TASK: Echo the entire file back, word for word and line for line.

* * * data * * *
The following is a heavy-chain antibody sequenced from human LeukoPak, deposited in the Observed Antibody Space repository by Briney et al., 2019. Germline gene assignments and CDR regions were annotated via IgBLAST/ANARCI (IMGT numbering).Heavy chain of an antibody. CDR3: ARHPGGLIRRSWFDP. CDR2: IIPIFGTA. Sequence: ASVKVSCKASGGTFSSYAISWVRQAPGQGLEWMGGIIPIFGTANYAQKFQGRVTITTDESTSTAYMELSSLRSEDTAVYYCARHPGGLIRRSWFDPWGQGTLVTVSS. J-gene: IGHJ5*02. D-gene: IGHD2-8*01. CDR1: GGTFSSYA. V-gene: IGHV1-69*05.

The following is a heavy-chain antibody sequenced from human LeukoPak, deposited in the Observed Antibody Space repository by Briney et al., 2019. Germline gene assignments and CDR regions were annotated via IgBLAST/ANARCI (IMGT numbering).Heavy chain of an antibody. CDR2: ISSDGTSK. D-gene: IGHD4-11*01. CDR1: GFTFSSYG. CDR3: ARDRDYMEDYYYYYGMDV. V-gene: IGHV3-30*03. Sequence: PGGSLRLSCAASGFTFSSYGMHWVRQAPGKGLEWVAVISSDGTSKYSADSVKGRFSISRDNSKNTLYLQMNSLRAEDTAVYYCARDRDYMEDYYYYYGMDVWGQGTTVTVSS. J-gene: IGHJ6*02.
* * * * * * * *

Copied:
The following is a heavy-chain antibody sequenced from human LeukoPak, deposited in the Observed Antibody Space repository by Briney et al., 2019. Germline gene assignments and CDR regions were annotated via IgBLAST/ANARCI (IMGT numbering).Heavy chain of an antibody. CDR3: ARHPGGLIRRSWFDP. CDR2: IIPIFGTA. Sequence: ASVKVSCKASGGTFSSYAISWVRQAPGQGLEWMGGIIPIFGTANYAQKFQGRVTITTDESTSTAYMELSSLRSEDTAVYYCARHPGGLIRRSWFDPWGQGTLVTVSS. J-gene: IGHJ5*02. D-gene: IGHD2-8*01. CDR1: GGTFSSYA. V-gene: IGHV1-69*05.

The following is a heavy-chain antibody sequenced from human LeukoPak, deposited in the Observed Antibody Space repository by Briney et al., 2019. Germline gene assignments and CDR regions were annotated via IgBLAST/ANARCI (IMGT numbering).Heavy chain of an antibody. CDR2: ISSDGTSK. D-gene: IGHD4-11*01. CDR1: GFTFSSYG. CDR3: ARDRDYMEDYYYYYGMDV. V-gene: IGHV3-30*03. Sequence: PGGSLRLSCAASGFTFSSYGMHWVRQAPGKGLEWVAVISSDGTSKYSADSVKGRFSISRDNSKNTLYLQMNSLRAEDTAVYYCARDRDYMEDYYYYYGMDVWGQGTTVTVSS. J-gene: IGHJ6*02.